Athletics coach on a talent search mission

Head teacher who is also the coach Julius Maiyo, trains his upcoming school athlete pupils at Kipchiloi Primary School in Elgeyo Marakwet County. The school is producing many athletes who represent the country in different athletic game categories. 23.05.2021. {Peter Ochieng, Standard}

It is 4pm at Kipchiloi Primary school in Elgeyo Marakwet and the institution's playground is bustling with young athletes.

Pupils below 10 years are running 100m and those aged 11 and 14 years are doing laps as the rest of the learners and their teachers cheer them on.

You would think the institution is staging an inter-school competition, but this was a training session under the watchful eye of the school’s head teacher, who is also the athletics coach, Julius Maiyo.

For Maiyo, athletics talent search and nurturing at the school level has not been a walk in the park.

He is a man on a mission. His goal is to identify and nurture talents in seven learning institutions comprising five primary schools and two secondary schools in Keiyo South, an area that has produced some of the country’s world beaters.

“It is not a walk in the park. You need to make them understand the importance of athletics, identify their talents before beginning the plans of training them,” Maiyo said.

On one side of the field, Bravin Kiprop, a junior athlete who was resuming training after topping the charts in a 10,000m race during a junior inter-states competition in Nigeria, was in a group of eight racers doing speed works.

Maiyo is credited with identifying among others, Frankfurt, Beijing and Eldoret City marathon winner Valary Aiyabei, former world cross country champion and two-time Berlin marathon winner Florence Kiplagat and world U-20 10,000m champion Rhonex Kipruto as well as his brother Bravin Kogei.

Kipchiloi Primary School Head teacher who is also the school's coach in Elgeyo Marakwet County, trains his pupils on how to start the race. The school has been producing many athletes who represent the country in different athletic game categories. 23.05.2021. {Peter Ochieng, Standard}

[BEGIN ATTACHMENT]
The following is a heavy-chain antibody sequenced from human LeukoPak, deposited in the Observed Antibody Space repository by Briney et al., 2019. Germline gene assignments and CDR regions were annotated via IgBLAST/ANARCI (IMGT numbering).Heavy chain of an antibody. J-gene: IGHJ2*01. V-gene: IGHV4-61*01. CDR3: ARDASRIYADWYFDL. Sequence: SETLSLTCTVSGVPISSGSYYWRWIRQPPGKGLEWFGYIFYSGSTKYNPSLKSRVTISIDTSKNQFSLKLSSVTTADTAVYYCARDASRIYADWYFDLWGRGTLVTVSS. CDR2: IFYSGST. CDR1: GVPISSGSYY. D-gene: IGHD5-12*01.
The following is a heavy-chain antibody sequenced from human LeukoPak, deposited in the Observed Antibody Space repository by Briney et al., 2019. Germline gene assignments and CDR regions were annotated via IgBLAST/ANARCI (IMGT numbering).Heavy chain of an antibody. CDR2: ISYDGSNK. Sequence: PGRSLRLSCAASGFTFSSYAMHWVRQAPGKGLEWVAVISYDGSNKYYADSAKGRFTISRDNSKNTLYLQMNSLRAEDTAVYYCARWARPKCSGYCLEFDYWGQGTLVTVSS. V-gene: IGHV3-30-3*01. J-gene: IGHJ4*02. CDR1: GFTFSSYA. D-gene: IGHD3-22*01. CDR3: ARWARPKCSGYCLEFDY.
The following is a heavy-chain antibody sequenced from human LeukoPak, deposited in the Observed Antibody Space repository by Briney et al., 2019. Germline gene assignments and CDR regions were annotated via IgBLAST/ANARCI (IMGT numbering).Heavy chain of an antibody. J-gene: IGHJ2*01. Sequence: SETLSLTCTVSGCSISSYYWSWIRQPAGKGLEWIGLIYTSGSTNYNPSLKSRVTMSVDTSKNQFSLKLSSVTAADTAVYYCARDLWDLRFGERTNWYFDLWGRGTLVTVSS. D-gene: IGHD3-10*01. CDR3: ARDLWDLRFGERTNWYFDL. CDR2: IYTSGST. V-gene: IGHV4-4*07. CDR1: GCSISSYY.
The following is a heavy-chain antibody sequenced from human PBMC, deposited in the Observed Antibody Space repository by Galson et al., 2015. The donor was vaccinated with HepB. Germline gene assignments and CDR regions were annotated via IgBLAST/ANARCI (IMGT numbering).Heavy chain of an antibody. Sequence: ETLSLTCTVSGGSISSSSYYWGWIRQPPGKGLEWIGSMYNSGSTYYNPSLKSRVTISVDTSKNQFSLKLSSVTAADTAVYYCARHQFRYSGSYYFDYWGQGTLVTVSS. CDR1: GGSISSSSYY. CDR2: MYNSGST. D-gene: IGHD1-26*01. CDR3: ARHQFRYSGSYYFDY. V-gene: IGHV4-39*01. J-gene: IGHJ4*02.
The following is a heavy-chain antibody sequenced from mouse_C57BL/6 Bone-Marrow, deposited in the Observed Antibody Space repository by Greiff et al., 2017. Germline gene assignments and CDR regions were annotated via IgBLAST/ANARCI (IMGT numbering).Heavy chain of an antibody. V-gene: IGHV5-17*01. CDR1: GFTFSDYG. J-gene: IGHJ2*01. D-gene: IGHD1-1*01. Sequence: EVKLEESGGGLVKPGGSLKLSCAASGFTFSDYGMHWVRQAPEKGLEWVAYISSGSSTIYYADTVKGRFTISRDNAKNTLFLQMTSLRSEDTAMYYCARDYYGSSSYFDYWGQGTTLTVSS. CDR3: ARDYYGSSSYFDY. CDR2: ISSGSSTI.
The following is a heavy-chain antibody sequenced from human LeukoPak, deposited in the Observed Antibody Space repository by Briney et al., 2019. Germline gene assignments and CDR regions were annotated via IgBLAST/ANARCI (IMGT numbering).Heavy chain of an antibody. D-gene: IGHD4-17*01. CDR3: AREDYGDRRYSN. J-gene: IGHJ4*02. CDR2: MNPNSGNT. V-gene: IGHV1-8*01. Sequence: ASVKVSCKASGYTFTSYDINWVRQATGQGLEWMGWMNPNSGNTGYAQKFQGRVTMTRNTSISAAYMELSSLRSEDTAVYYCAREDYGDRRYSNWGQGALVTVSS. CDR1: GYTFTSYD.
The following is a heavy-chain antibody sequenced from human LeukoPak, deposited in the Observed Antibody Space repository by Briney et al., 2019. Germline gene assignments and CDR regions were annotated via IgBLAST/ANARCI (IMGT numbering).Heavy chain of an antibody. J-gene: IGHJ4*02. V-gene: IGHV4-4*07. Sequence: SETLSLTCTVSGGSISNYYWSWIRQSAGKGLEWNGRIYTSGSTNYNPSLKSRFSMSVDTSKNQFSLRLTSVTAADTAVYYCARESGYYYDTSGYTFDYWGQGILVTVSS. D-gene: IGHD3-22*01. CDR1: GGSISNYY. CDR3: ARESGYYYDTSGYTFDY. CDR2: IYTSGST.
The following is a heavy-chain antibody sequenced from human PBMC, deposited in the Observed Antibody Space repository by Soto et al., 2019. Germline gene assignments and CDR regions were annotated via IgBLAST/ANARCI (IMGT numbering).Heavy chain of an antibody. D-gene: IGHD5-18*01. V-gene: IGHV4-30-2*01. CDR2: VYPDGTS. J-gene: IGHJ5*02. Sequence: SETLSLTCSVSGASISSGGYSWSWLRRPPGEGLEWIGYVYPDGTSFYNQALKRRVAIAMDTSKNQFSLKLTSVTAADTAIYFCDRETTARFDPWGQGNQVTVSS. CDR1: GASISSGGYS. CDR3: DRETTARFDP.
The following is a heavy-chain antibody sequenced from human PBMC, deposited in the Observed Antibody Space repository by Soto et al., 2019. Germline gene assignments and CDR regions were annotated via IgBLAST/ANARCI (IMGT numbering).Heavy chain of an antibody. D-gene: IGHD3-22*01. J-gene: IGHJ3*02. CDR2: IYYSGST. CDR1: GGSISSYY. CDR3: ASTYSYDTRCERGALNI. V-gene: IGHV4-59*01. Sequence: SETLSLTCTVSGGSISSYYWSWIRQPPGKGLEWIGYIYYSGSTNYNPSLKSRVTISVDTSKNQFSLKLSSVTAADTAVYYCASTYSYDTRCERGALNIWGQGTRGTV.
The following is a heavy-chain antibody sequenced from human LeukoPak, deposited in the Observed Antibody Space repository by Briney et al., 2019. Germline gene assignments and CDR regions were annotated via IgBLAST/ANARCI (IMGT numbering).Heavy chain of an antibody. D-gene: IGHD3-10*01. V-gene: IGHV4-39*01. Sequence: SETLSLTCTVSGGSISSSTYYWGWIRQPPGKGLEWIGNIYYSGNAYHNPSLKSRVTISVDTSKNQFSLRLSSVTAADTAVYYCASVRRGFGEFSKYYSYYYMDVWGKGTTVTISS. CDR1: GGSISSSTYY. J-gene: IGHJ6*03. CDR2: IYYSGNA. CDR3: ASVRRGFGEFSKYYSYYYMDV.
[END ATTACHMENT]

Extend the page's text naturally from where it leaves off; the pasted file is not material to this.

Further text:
“I started coaching in 1993 when I was a teacher at Kapkitony Primary School. Before I was transferred in 2002, talents that I had identified were already doing well in the marathons,” he said.

His protégé, William Kiplagat, ran his 2:06:50 personal best in Amsterdam in 1999 but was not as decorated as his niece Florence Kiplagat. William later won the 2002 edition of Rotterdam marathon in 2:07:42.

“Kiplagat ran his fastest time that year (1999). Florence was still a young girl, but went ahead to smash the world half marathon record later. While still in Kapkitony, I identified Francis Kiprop, who went on to compete in several marathons. He started with 10,000m before transitioning to the marathon,” he said.

Kiprop is the 2014 Milano City Marathon champion.

Maiyo added that he was motivated by the successful identification of talents and feats produced by his athletes on the global stage, which saw him extend his talent search and training to neighbouring schools.

Rhonex kipruto on his way to win men's 10000m finals at Ratina stadium, Tampere, Finland on July 1o, 2018. [Dennis Okeyo, Standard]

Apart from the school he currently heads, Maiyo is still training young athletes from his former stations, Kapkitony and Kombatich. Rhonex and his brother Kogei’s talents were identified while at Kombatich Primary School.

At the Kipchiloi Primary School's playground, the tactician trains upcoming talents from Chemwabul and Kapkut Primary schools as well as junior runners from Lolgarini and Kapletingi Mixed Day Secondary schools.

David Barmasai Tumo, the 2020 Lagos Marathon winner and US-based Linda Jepchirchir Cheruiyot, who is currently coached by former 800m Olympic champion Paul Ereng, are among decorated stars whose talents were identified by Maiyo.

“Most athletes graduated to marathon, perhaps because of the good money in that discipline. I have tried my best to restrict some of them to remain in the track longer before transitioning to marathon because a longer experience on the track means higher speed,” advised the coach.